More delays in Dylann Roof trial: What's holding it up?
A judge delayed on Wednesday the state trial of Dylann Roof, who is facing the death penalty for allegedly killing nine black parishioners in a Charleston, S.C., church.
On Wednesday, a South Carolina judge delayed the trial of Dylann Roof, the white man charged with killing nine black parishioners at a church in Charleston, S.C., last year.
Over the objection of prosecutors, Circuit Judge J.C. Nicholson said the trial will begin on Jan. 17, 2017, with jury selection scheduled for December.
The delay had been long sought by lawyers for Mr. Roof, who told the judge that a doctor in their case said he needed an additional two to six months to examine Roof. He previously pleaded not guilty to murder and hate crime charges.
Prosecutors are seeking the death penalty for Roof, who has been charged with nine counts of murder and three counts of attempted murder.
The church massacre "was the ultimate crime, and justice from our state calls for the ultimate punishment," Ninth Circuit Solicitor Scarlett Wilson said last fall.
But several family members of the people killed in the shooting at Charleston's historic Emmanuel AME Church have opposed the death penalty, though others say they are awaiting the Justice Department’s decision whether to seek the death penalty in a separate federal case.
In South Carolina’s history, the case may be unusual in several ways, says Robert Dunham, executive director of the Death Penalty Information Center.
"The case is full of historical contradictions because of the long discriminatory use of the death penalty against African-Americans in South Carolina and the historically racist application of the death penalty," he told The Christian Science Monitor by phone.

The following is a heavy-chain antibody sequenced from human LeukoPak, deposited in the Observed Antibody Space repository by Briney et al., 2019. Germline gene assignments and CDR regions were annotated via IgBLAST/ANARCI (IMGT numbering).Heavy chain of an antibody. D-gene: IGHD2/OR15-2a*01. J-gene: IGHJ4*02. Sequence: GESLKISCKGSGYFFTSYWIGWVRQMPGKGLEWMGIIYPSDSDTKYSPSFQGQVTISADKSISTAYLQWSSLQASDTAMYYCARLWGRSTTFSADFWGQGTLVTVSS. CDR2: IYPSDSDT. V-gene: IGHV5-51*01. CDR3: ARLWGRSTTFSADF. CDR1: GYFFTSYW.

"That leaves open the question as to whether pursuing the death penalty in this case is seen as validating a historically discriminatory institution or as a step away from its historically discriminatory use, and it may well be this is both."
A 2011 study found racial discrepancies in how South Carolina prosecutors seek death penalty charges that can particularly vary depending on the victim’s race.
The study, published in the South Carolina Law Review, found that between 1993 and 1998, prosecutors were 5.8 times more likely to seek the death penalty against people suspected of killing white victims than people suspected of killing black victims. This phenomenon is known as "victim discounting."
Prosecutors sought the death penalty in 2.6 percent of cases where the defendant was white and the victim was black, the study found. South Carolina last executed an inmate in 2011, according to the state's Corrections Department.
In the federal case Roof is facing 33 charges, include hate crimes offenses and religious freedom violations that make him eligible to face the death penalty. The case has been delayed twice this year as the Department of Justice reviews whether to seek a death sentence, a move that has frustrated the federal judge overseeing the case.
"We are getting to a point where we need to make a decision," US District Judge Richard Gergel said last week as he approved a fourth continuance in the trial. "Our patience is running out. There are victims here. They have a right to put this behind them." Such a decision typically takes 90 days, the Post and Courier reports.
After the shooting at Charleston's historic Emanuel AME Church in July, law enforcement investigators said they found a racist manifesto that Roof had posted on his website containing racial stereotypes and angry rants against black, Jewish, and Hispanic people.
In the unsigned manifesto, Roof describes what appears to be his intent to commit racial violence, writing, "Well someone has to have the bravery to take it to the real world, and I guess that has to be me."
Lawyers for Roof in the federal case have said that he intends to plead guilty to the federal hate crime charges, but they are waiting for the outcome of the Justice Department’s decision on the death penalty.
Mr. Dunham argues a lengthy appeals process that would result from a possible death sentence could also force victims' families to relive the crime repeatedly.
"What's clear is that the only reason this case is still in the courts is because death is still on the table," he says. "Roof has indicated that he is willing to plead guilty and – [except] for the death penalty – this would be over and done with as a legal matter. The healing could proceed."